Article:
When Your Child Has Epiglottitis

Epiglottitis is a medical emergency. It’s an infection of the epiglottis. This is the small flap of tissue at the back of the throat. It stops food and liquids from entering the windpipe (trachea) when a person eats or drinks. The rest of the time, it lifts so air can flow easily into and out of the lungs. Epiglottitis causes swelling that may close off the airway and make it hard to breathe. This condition requires medical care right away. If not treated quickly, it can be fatal.

What causes epiglottitis?

Most often, epiglottitis results from infection with Haemophilus influenzae type b (Hib) bacteria. The bacteria spread through the air in tiny droplets when an infected person coughs or sneezes. The infection starts with a high fever and sore throat. Breathing problems can come on quickly. Now that there is an Hib vaccine, this infection is very rare. Talk with your child's healthcare provider about the Hib vaccination.

Epiglottitis is an emergency!

Call 911

Epiglottitis can be deadly if not treated quickly. If your child has any of the symptoms below, call 911right away:

  • Trouble swallowing, breathing, and talking

  • Straining the neck forward (trying to open the airway)

  • Drooling (when it becomes too painful to swallow)

  • A harsh raspy sound when inhaling (stridor), a sign that the airways are blocked

  • Blue, purple, or gray skin or lips

  • Trouble waking up to awake or arouse or unresponsive

  • Trouble breathing

When the above symptoms occur:

  • Don’t try to check your child’s throat yourself. You may make matters worse.

  • Don’t give your child food, water, or cough medicines. These may cause vomiting and make it even harder to breathe.

  • Don’t encourage your child to lie down. They will likely be the most comfortable leaning forward in a sitting position.

How is epiglottitis treated?

  • To allow air into the lungs, doctors may place a breathing tube into the windpipe. The tube is passed through your child’s nose or mouth. It provides an airway around the swelling, letting air flow freely into and out of the lungs. The breathing tube must stay in place until the swelling in the throat has gone down.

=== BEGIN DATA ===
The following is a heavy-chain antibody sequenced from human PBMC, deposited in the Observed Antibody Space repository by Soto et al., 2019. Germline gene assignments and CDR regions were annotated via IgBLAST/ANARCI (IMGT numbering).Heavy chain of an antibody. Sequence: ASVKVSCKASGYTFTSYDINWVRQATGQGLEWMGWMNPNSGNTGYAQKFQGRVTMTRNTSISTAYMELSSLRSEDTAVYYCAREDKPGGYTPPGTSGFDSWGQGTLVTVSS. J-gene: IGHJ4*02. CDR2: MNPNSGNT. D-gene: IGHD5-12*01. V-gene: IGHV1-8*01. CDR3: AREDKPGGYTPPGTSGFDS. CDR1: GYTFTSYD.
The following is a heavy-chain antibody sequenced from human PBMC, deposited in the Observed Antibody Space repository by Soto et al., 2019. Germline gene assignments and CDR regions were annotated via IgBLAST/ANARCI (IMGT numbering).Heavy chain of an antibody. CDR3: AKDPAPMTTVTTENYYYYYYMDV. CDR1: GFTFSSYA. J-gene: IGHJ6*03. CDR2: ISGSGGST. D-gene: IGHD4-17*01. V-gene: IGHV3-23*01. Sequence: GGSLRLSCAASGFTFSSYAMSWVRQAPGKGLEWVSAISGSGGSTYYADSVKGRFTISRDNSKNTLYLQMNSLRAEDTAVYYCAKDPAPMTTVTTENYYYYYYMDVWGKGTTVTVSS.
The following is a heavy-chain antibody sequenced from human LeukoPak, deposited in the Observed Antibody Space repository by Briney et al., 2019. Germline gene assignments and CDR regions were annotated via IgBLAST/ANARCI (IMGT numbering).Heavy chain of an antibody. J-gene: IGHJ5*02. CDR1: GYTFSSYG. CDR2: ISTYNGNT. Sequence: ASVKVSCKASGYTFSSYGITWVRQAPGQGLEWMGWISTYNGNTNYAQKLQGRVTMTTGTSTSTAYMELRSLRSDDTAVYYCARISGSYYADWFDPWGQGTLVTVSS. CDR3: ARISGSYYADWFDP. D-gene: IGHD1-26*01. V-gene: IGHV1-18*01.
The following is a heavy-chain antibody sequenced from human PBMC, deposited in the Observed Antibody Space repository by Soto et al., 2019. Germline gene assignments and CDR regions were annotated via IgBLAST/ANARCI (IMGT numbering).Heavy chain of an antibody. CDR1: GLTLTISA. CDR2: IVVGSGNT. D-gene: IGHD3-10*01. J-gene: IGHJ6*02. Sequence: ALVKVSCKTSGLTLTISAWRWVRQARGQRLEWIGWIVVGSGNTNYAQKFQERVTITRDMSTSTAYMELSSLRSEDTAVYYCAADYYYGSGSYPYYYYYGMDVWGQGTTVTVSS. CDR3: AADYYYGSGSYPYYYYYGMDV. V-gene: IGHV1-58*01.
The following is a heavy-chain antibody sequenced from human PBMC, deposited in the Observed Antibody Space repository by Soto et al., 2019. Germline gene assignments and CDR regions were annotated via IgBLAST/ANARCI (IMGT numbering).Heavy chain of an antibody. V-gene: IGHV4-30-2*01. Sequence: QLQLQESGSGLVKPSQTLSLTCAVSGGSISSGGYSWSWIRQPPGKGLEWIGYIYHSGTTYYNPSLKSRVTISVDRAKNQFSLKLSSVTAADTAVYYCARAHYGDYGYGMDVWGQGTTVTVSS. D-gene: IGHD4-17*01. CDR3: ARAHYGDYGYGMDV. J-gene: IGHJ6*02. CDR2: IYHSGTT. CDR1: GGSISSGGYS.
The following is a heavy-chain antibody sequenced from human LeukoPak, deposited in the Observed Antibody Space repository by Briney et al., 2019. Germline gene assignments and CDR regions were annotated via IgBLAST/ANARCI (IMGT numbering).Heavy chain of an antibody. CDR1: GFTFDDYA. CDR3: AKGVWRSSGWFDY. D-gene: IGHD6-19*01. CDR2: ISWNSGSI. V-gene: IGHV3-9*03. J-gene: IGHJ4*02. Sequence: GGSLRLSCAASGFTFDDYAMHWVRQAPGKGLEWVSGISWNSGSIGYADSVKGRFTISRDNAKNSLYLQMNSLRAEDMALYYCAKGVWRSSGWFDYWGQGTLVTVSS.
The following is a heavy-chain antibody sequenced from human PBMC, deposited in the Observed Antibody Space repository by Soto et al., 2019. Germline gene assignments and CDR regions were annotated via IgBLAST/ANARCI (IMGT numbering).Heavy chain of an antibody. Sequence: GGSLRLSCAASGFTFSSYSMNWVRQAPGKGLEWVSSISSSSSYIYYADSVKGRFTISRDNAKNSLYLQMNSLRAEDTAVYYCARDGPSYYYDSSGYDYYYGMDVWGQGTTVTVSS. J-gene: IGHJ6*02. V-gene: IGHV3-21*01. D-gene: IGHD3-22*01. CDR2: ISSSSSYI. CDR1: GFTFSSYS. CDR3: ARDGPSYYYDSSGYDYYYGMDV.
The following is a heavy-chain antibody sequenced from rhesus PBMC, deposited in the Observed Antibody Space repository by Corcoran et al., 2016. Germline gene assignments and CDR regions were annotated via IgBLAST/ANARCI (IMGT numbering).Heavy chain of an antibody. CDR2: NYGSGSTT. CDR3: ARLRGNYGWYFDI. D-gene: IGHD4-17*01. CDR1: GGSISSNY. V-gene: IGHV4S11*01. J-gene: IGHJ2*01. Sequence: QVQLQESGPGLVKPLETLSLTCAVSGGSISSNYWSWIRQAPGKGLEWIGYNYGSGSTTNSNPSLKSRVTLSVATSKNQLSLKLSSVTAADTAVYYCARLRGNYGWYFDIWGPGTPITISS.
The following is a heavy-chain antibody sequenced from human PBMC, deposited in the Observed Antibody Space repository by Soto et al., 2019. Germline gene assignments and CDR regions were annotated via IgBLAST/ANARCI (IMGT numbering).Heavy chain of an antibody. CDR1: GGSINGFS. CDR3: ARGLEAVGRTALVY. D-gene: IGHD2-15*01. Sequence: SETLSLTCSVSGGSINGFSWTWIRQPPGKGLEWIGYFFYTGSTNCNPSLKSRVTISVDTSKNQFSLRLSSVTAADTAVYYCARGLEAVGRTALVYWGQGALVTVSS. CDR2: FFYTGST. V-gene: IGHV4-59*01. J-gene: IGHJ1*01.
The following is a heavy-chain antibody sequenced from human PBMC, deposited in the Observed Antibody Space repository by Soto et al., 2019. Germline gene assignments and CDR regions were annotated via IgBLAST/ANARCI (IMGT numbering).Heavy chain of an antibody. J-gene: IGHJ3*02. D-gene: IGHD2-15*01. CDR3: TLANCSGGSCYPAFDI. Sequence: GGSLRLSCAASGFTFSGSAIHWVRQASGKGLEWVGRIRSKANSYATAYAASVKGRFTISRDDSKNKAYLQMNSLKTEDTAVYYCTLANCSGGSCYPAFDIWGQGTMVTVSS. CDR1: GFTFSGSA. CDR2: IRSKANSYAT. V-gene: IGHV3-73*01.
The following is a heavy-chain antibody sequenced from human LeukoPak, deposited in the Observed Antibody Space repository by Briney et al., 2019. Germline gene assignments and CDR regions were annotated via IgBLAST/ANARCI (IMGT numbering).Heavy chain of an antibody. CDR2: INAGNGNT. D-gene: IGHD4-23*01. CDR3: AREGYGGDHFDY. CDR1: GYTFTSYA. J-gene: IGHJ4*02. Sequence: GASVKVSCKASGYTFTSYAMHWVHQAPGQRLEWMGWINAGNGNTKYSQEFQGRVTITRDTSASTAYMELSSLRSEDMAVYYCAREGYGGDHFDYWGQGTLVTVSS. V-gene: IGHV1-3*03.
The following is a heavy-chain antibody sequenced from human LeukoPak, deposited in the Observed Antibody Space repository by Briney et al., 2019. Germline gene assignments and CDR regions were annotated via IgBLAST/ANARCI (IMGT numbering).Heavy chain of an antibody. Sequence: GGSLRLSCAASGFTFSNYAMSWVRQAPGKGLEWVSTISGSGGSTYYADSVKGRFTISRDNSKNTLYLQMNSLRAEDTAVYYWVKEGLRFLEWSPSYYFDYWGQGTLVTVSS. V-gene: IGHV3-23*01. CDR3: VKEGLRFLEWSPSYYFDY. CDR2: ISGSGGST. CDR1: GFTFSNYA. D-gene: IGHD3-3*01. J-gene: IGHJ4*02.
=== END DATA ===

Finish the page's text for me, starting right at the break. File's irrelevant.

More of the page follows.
• In the most serious cases, doctors may create an emergency airway into the windpipe directly through a hole in the neck.

  • Once your child is breathing more easily, certain tests may also be done. These may include X-rays, blood tests, and a throat culture. This is a test that looks for bacteria in a sample of material from the throat.

  • Antibiotics and fluids will be given through an IV (intravenous) line.

  • Your child’s breathing will be watched closely.

What are long-term concerns?

With treatment, most children get better with no lasting effects.

The Hib vaccine

Vaccination with the Hib vaccine is the best way to prevent epiglottitis. Other germs can lead to epiglottitis. But Hib bacteria are the most common cause. Children often get the vaccine at:

  • 2 months

  • 4 months

  • 6 months (if needed, depending on the brand of vaccine)

  • 12 to 15 months

Side view of child leaning over with mouth open. Throat anatomy shows epiglottitis.
Craning the neck forward in order to breathe can be a sign of epiglottitis.

Side view of child's head showing throat anatomy with inflamed epiglottis.
An inflamed epiglottis blocks the airway.

© 2000-2022 The StayWell Company, LLC. All rights reserved. This information is not intended as a substitute for professional medical care. Always follow your healthcare professional's instructions.
Powered by Krames Patient Education - A Product of StayWell